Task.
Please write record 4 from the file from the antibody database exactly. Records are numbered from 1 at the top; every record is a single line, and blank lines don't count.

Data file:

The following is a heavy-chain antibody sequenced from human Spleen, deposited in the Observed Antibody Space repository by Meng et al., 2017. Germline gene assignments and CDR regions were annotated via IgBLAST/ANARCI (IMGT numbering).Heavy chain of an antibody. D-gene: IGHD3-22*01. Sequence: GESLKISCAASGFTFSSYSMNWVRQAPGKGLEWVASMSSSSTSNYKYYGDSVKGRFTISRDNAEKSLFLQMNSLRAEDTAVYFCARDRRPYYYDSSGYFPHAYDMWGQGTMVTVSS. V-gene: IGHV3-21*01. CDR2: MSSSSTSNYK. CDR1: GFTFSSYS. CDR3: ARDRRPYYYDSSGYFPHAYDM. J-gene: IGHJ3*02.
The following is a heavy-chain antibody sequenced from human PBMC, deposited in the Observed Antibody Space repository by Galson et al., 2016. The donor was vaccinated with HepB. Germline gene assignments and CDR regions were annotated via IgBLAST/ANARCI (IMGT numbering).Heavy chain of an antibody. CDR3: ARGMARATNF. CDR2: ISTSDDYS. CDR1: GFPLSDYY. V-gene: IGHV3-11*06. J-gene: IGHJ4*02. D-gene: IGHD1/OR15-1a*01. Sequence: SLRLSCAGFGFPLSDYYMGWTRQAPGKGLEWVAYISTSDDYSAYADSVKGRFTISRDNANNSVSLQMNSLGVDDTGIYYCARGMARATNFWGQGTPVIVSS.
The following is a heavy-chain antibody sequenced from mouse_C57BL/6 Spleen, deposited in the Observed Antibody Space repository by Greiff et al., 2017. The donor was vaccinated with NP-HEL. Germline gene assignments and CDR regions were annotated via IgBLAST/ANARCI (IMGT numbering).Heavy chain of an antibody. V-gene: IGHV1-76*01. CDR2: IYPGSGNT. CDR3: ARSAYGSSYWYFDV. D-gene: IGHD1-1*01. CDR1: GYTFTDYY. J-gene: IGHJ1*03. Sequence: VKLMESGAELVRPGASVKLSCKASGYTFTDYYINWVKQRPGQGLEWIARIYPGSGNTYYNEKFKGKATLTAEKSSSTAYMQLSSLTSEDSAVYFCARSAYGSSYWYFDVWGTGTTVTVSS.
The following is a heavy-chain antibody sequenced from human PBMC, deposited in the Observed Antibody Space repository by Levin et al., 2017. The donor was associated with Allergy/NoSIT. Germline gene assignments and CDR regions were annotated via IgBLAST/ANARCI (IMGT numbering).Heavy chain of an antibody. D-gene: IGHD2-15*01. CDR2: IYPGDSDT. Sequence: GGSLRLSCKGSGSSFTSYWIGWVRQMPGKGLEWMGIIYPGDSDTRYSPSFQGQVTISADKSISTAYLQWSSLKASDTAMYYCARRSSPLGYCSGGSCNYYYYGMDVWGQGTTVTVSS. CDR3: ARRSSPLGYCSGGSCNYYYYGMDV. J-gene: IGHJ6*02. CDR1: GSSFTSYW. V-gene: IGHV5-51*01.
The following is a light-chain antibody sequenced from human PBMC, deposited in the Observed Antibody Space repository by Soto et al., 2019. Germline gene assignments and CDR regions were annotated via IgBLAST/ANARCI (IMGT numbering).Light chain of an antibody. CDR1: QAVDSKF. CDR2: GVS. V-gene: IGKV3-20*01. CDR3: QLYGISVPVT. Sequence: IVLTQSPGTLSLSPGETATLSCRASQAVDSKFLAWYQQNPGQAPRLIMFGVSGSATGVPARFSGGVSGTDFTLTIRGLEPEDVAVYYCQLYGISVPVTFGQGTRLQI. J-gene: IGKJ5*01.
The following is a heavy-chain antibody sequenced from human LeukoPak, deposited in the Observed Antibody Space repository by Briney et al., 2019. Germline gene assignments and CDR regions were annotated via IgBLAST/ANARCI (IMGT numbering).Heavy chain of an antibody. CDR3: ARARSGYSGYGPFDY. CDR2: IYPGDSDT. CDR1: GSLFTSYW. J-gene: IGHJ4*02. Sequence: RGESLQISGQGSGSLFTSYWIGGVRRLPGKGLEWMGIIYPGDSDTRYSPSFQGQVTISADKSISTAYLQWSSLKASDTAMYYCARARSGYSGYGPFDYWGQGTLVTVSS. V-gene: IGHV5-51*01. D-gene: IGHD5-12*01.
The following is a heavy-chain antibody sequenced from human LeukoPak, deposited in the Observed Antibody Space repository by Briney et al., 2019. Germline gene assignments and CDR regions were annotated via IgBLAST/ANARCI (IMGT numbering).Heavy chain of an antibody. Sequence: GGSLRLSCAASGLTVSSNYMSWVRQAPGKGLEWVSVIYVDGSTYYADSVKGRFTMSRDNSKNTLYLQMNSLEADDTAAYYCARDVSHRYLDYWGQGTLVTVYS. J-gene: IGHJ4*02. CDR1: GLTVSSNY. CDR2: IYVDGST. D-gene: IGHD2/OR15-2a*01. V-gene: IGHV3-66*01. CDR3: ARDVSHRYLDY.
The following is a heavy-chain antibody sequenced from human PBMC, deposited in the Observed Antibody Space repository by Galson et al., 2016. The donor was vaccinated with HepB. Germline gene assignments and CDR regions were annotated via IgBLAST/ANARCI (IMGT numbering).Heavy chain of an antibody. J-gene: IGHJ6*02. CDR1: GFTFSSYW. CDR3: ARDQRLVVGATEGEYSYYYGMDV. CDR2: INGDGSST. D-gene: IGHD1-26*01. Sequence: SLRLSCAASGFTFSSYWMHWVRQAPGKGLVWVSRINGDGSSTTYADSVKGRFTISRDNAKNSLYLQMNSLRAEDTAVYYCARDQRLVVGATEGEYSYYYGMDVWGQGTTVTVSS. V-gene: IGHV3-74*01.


The following is a heavy-chain antibody sequenced from human PBMC, deposited in the Observed Antibody Space repository by Levin et al., 2017. The donor was associated with Allergy/NoSIT. Germline gene assignments and CDR regions were annotated via IgBLAST/ANARCI (IMGT numbering).Heavy chain of an antibody. D-gene: IGHD2-15*01. CDR2: IYPGDSDT. Sequence: GGSLRLSCKGSGSSFTSYWIGWVRQMPGKGLEWMGIIYPGDSDTRYSPSFQGQVTISADKSISTAYLQWSSLKASDTAMYYCARRSSPLGYCSGGSCNYYYYGMDVWGQGTTVTVSS. CDR3: ARRSSPLGYCSGGSCNYYYYGMDV. J-gene: IGHJ6*02. CDR1: GSSFTSYW. V-gene: IGHV5-51*01.